Weddings are full of all manner of weird and wonderful traditions and superstitions – Annunciata Elwes gets to the bottom of some of the most famous.
I heard a horror story a while ago. I was told that brides historically wore veils to stop their prospective husbands from running off – when embarking on an arranged marriage, apparently it’s better to find out your other half looks like the Hunchback of Notre Dame after you’ve exchanged vows.
I am pleased to say that this rather barbaric story is not true. Well, it might be partly true…
Read on for explanations of our most bizarre customs.
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Why do brides wear something old, something new…
…something borrowed and something blue – and, in some versions, a sixpence in their shoe? This Victorian ditty stems from a custom of ancient Israel, where brides wore a blue ribbon for constancy.
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The something old is for tradition, new for the future, borrowed from someone happily married, blue to symbolise fidelity and a sixpence for future fortune.
Why do brides throw their bouquets?
This curious tradition, on the face of it, seems bizarre – particularly when you see the cost of wedding flowers. Why would you want to throw such a keepsake away rather than, say, drying it and keeping it in the back of a cupboard for the next 20 years?
The answer is that it actually evolved as a way of avoiding an earlier, and somewhat more disturbing, custom: that of the wedding guests trying to touch the bride’s dress – and even pull a bit of it off as a souvenir. The story goes that brides, in order to stop being charged by guests at the appropriate moment of the wedding, began throwing their bouquets as a diversionary tactic.
Why do brides wear veils?
No, it’s not all about hiding a hook nose and warts until after the permanence of ‘I do’ – at least, not entirely. Ancient Greeks and Romans believed that the veil provided protection against evil spirits, and the habit stuck (pun intended). As habits go, it’s not bad – in Denmark, the bride and groom used to cross dress to confuse said spirits.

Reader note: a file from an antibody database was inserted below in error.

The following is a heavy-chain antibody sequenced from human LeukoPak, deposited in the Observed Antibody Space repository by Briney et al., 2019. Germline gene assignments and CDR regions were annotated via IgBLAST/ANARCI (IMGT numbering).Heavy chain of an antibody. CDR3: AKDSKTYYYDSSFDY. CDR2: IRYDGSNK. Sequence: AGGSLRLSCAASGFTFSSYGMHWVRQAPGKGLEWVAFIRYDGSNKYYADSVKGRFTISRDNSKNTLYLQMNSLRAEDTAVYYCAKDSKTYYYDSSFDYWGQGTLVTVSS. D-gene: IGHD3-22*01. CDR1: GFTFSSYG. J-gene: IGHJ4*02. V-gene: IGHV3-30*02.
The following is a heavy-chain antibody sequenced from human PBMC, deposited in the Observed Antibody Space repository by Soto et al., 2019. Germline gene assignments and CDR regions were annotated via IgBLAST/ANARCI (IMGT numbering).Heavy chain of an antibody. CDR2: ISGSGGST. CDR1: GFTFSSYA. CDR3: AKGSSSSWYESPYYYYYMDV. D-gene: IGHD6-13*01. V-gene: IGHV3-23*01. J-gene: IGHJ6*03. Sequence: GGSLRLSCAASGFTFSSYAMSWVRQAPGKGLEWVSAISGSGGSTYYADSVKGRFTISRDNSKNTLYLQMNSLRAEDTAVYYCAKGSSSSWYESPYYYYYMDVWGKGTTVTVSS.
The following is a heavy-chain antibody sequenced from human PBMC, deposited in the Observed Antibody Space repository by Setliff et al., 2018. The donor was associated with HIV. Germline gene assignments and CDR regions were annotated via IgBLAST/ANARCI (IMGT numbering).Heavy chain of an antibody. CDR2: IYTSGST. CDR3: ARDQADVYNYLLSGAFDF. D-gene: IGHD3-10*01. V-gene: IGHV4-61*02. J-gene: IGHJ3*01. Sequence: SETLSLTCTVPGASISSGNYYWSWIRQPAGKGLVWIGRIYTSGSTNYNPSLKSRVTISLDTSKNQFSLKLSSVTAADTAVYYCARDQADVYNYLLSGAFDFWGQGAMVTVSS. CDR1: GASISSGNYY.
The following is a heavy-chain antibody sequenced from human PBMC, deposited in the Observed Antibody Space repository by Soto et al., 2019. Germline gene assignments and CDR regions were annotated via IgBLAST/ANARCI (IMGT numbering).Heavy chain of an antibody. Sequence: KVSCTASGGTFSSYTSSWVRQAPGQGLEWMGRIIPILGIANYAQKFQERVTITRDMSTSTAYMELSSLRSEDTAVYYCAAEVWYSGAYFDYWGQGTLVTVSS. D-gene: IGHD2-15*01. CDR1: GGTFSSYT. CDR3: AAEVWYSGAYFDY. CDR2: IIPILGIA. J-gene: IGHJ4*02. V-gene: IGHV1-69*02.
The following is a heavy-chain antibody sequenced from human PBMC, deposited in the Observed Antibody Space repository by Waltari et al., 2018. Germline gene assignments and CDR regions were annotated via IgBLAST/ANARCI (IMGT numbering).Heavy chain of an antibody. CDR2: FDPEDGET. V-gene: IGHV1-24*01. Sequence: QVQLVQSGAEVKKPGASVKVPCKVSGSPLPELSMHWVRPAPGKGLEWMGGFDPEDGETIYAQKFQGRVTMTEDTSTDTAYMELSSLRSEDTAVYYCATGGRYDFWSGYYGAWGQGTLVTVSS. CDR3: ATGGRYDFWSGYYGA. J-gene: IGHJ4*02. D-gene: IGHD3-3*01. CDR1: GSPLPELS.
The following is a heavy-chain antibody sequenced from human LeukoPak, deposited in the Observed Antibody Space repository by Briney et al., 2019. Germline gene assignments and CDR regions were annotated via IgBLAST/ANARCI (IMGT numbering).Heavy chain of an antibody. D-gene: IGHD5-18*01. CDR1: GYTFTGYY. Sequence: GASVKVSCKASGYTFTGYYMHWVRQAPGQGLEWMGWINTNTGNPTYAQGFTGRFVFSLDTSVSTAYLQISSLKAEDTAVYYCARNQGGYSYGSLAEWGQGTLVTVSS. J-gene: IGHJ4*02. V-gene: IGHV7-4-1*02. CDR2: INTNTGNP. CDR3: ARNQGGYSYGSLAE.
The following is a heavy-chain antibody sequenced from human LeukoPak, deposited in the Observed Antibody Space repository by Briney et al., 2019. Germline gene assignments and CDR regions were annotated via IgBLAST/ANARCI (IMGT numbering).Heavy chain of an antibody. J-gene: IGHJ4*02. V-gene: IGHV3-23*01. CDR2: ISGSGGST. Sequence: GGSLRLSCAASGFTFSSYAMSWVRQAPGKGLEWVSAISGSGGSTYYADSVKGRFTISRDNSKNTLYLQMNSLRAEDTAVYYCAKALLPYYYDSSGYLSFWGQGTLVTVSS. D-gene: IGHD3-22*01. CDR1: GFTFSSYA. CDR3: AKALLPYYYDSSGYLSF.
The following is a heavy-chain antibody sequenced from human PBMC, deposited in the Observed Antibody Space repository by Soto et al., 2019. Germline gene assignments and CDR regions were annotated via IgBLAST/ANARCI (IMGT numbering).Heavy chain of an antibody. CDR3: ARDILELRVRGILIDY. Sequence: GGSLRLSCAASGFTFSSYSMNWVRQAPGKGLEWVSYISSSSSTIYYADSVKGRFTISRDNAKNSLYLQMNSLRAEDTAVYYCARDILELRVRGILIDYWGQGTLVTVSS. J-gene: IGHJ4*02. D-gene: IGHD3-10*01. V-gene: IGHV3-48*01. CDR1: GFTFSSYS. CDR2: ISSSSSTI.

Later, the veil came in useful for business-transaction weddings that involved unattractive brides and fuelled the superstition about not seeing the bride before the wedding for fear of bad luck (or bad looks).
Why do brides wear white dresses?
Historically, maidens married in their finest frock, whatever it’s colour, although red was ever popular, due to its association with passion. In fact, white was a colour of mourning. Then came Queen Victoria, who, in 1840, stubbornly wed Prince Albert in a dress of ‘rich white satin’, crowned with a wreath of orange blossom, symbolising chastity.
‘Custom has decided, from the earliest ages, that white is the most fitting hue, whatever may be the material,’ proclaimed popular women’s magazine Godey’s Lady Book just a few years later. ‘It is an emblem of the purity and innocence of girlhood, and the unsullied heart she now yields to the chosen one.’
Why do the happy couple exchange rings?
Although we now know that the vena amoris (‘vein of love’) in the fourth finger does not have a more direct connection to the heart than any other, we persist with our romantic tradition. The never-ending circle of a wedding band is, of course, a symbol of eternity, but the popularity of betrothal or engagement rings has been gathering momentum for centuries, spurred on by the odd ostentatious royal gift.
The Romans had iron rings, and gold set with gems – in red for passion or blue to reflect the Heavens – became the norm in medieval times. But a diamond really is forever, even if it is merely a 1940s De Beers advertising slogan. From the Greek adamas, meaning ‘the unconquerable’, they are Nature’s hardest substance and the ancients believed that, as fragments from fallen stars, they offered the wearer protection. And that’s amore.
Why does the bride stand on the left of the groom?
The bride stands on the left so that her suitor has his right arm – his sword hand – free to fend off rivals and, possibly, the bride’s parents. The best man, of course, is his second.
Why do guests throw confetti?
The Italians used to toss sugared almonds at parades and celebrations – this must have been painful. Some preferred chalk pellets or mud balls – even worse. We in England threw grains of rice for years, a pagan symbol of fertility, but the Victorians introduced shredded paper. Dried petals are a much more recent, and fragrant, innovation. Czechs throw peas.
Why do brides need bridesmaids?
When attending a Roman wedding, it was not uncommon to spot 10 maidens dressed identically to the bride – decoys for evil spirits that might try to harm her, or for rejected suitors who might want to throw her over their shoulder.
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